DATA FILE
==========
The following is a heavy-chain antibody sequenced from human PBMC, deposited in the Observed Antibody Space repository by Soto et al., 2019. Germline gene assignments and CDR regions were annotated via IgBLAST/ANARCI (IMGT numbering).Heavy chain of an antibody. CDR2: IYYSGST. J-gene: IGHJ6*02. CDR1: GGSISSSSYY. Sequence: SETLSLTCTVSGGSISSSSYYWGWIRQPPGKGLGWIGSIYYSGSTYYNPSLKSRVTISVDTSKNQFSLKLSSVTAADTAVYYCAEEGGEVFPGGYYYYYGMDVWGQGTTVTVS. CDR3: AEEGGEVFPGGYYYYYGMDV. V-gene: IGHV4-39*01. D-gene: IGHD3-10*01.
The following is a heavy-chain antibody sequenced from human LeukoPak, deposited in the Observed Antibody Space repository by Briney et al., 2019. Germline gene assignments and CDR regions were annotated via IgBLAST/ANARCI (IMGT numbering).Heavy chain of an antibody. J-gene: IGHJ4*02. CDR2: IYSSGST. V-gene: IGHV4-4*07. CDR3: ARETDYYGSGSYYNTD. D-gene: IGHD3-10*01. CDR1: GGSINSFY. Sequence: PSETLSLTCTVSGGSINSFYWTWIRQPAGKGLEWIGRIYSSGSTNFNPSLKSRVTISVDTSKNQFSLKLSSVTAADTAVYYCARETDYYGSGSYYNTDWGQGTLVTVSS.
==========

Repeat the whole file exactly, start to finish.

The following is a heavy-chain antibody sequenced from human PBMC, deposited in the Observed Antibody Space repository by Soto et al., 2019. Germline gene assignments and CDR regions were annotated via IgBLAST/ANARCI (IMGT numbering).Heavy chain of an antibody. CDR2: IYYSGST. J-gene: IGHJ6*02. CDR1: GGSISSSSYY. Sequence: SETLSLTCTVSGGSISSSSYYWGWIRQPPGKGLGWIGSIYYSGSTYYNPSLKSRVTISVDTSKNQFSLKLSSVTAADTAVYYCAEEGGEVFPGGYYYYYGMDVWGQGTTVTVS. CDR3: AEEGGEVFPGGYYYYYGMDV. V-gene: IGHV4-39*01. D-gene: IGHD3-10*01.
The following is a heavy-chain antibody sequenced from human LeukoPak, deposited in the Observed Antibody Space repository by Briney et al., 2019. Germline gene assignments and CDR regions were annotated via IgBLAST/ANARCI (IMGT numbering).Heavy chain of an antibody. J-gene: IGHJ4*02. CDR2: IYSSGST. V-gene: IGHV4-4*07. CDR3: ARETDYYGSGSYYNTD. D-gene: IGHD3-10*01. CDR1: GGSINSFY. Sequence: PSETLSLTCTVSGGSINSFYWTWIRQPAGKGLEWIGRIYSSGSTNFNPSLKSRVTISVDTSKNQFSLKLSSVTAADTAVYYCARETDYYGSGSYYNTDWGQGTLVTVSS.